A promising punt for the adventurous

While no doubt a risky investment, litigation funding is a growth market, says Tim Bennett. Here, he tips two funds to buy for the brave.

The phrase "litigation funding" conjures up images of ambulance-chasing lawyers pursuing mass personal injury claims. But that's perhaps a little unfair. As David Stevenson notes in the Financial Times, this is "a viable alternative asset class for the adventurous investor" although we'd emphasise the adventurous'.

Litigation funding is basically all about funding another person's legal fees in return for a cut of the amount recovered. This enables litigants (who can be individuals, but are often small-to-medium-sized businesses) who might have been otherwise unable to afford to bring a case to do so.

Imported originally from Australia, the idea is contentious for many years the practice was outlawed both in Britain and America. While those days are long gone, it still has its critics Mary Terzino, a consultant to the US Chamber Institute for Legal Reform, writing in the Lawyer.com, claims it "skews the legal system away from its purpose of delivering justice and towards a model that places profit at its centre".

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She also believes the legal system could be clogged up with cases "that are weak on merits but have the potential for a large reward". Others disagree, however. Christopher Hancock QC, speaking on behalf of the British Bar Council in The Guardian, says it offers an "alternative means of access to justice".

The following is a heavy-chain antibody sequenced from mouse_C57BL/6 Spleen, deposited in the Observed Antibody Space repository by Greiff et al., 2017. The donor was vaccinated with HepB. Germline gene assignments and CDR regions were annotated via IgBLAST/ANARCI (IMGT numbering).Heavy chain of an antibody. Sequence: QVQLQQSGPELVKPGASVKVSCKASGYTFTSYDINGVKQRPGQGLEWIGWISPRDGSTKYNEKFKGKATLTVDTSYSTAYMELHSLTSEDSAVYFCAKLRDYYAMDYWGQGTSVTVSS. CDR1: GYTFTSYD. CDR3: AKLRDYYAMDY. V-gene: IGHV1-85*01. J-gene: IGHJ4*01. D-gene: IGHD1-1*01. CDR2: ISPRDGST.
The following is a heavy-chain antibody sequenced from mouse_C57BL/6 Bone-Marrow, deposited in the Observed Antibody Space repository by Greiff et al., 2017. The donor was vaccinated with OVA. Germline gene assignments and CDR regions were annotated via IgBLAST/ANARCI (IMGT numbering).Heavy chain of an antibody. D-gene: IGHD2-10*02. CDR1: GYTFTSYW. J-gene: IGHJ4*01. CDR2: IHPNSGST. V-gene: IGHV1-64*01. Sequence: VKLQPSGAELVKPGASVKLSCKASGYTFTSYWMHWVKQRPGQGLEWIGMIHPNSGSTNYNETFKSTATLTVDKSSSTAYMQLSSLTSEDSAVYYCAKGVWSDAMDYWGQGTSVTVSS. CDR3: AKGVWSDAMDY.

Disagreement about its merits aside, this is a growing area. The American market could be as big as $44bn if one recent research report is to be believed, although Stevenson thinks "in reality the actual market is probably worth no more than a few billion pounds at present".

The reason for its rapid growth is simple the cost of litigation to firms is estimated to be rising at a rate of 8% a year and actions (ranging from tricky commercial disputes to technical competition law cases to tough insolvency disputes) can take anywhere between three and five years to be settled.

This also means that this is no market for the faint-hearted. As private equity veteran John Moulton tells the Financial Times, picking up potentially tricky, protracted legal cases "is not an easy thing to do and lots of people will fail at it".

For now, the only way in for a British retail investor is via two listed funds, Juridica Investments (LSE: JIL) or Burford Capital (LSE: BUR). Of those two, patent and antitrust specialist Juridica is our favourite with a lower total expense ratio (2.88% versus 4.75%), and a gain of just over 12% in the last 12 months. It's available at a discount of 10% to its net asset value.

Tim graduated with a history degree from Cambridge University in 1989 and, after a year of travelling, joined the financial services firm Ernst and Young in 1990, qualifying as a chartered accountant in 1994.

He then moved into financial markets training, designing and running a variety of courses at graduate level and beyond for a range of organisations including the Securities and Investment Institute and UBS. He joined MoneyWeek in 2007.